Intern Allie Baker gives a history of the POW Museum and its significance during WWII that is located in Algona, Iowa Friday June 9, 2018. (photo by Jerry L Mennenga©)

The museum details this information and puts faces to a number of POW’s who were hired out as laborers during their incarceration.

Photos of prisoners of war at work in the POW Museum in Algona, Iowa Friday June 9, 2018. (photo by Jerry L Mennenga©)

So many decades ago but the museum puts into perspective the fact that the POW’s were not so dissimilar to those who homesteaded Iowa and became citizens during the late 1800’s. It was well worth the stop and definitely worth another visit the next time I visit the area.

Jerry Mennenga

Sioux City, Iowa

Siouxland Historical Places, Grand Meadow Heritage Center

25 May

Wow scouting out some potential places in Siouxland to which I could take photo students I once again came across the Grand Meadow Heritage Center. I have visited it a couple of times previously. The site of a former school which houses a great deal of historical artifacts from the surrounding area. Three floors of the former school plus outlying buildings as well. Once a year generally in early autumn the center hosts an event. There is food, music, people portraying early settlers and a chance to go through the former school and see its contents. It really is worthwhile to get a sense of the area in another era and century.

But this day I was looking at what students in my class could see without getting inside any of the buildings. So it’s a challenge to visually see what might appeal and how they can put newly acquired skills to the test in capturing an image.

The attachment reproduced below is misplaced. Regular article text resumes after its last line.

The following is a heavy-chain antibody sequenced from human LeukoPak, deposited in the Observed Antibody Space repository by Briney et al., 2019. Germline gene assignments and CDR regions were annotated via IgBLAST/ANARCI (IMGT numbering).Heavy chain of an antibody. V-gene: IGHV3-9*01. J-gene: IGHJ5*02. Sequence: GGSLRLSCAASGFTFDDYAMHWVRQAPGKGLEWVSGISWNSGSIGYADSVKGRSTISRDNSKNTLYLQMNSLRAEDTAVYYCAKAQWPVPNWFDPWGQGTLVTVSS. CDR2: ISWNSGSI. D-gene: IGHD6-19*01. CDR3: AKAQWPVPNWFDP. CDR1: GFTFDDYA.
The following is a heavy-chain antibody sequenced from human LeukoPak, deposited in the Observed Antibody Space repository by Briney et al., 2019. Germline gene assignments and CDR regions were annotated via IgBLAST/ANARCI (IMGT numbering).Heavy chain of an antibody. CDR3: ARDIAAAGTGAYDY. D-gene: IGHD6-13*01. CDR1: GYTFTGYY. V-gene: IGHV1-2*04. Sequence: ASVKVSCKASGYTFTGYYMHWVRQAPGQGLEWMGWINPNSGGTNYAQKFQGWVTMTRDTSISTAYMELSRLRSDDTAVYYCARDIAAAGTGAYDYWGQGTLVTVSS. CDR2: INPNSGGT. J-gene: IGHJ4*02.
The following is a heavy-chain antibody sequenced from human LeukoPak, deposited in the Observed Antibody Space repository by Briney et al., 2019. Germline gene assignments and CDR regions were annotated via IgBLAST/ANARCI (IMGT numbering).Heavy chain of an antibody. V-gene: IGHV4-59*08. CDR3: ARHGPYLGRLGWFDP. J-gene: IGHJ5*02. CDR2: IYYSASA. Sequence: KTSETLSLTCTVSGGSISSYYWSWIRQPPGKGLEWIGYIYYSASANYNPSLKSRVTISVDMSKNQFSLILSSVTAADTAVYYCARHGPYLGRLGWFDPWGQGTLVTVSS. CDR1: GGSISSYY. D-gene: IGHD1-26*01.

Shooting with a neutral density filter and slow shutter the windmill cranks it up at the Grand Meadow Heritage Center near Washta, Iowa Tuesday, May 16, 2017. (Photo by Jerry L Mennenga©)

When in school I always enjoyed history, but it is different outside of the academic setting and one is standing in a place the ages ago is so very different than what is see today in this 21st century. The old saying of knowing where you have been so you know where you are going is an apt saying, it just depends on whether anyone is listening at the moment. Places like Grand Meadow is a reminder. Harder times for certain, but in some ways, simpler, less chaotic and more centered.

Jerry Mennenga

Sioux City, Iowa

History in Siouxland, the Pettigrew House and Museum, Sioux Falls, SD

19 Apr

On a trip in Siouxland to Sioux Falls, SD, I stopped by a historical house and museum of one R.F. Pettigrew. This gentleman was the first sitting U.S. Senator from the state of South Dakota. He also sounded like a bit of a rough and tumble character, actually involved in a brawl with another politician, beating someone with his cane. Evidently gentleman were not synonymous with genteel. Pettigrew however did much for the city of Sioux Falls in its early days and was also a world traveler. There is a small collection of items in the museum from Egypt and the Orient from his travels.

It’s fun to learn about local history, even if it is next door and to find out how places were shaped through the actions of its citizens.

Jerry Mennenga

Sioux City, Iowa

 

%d bloggers like this: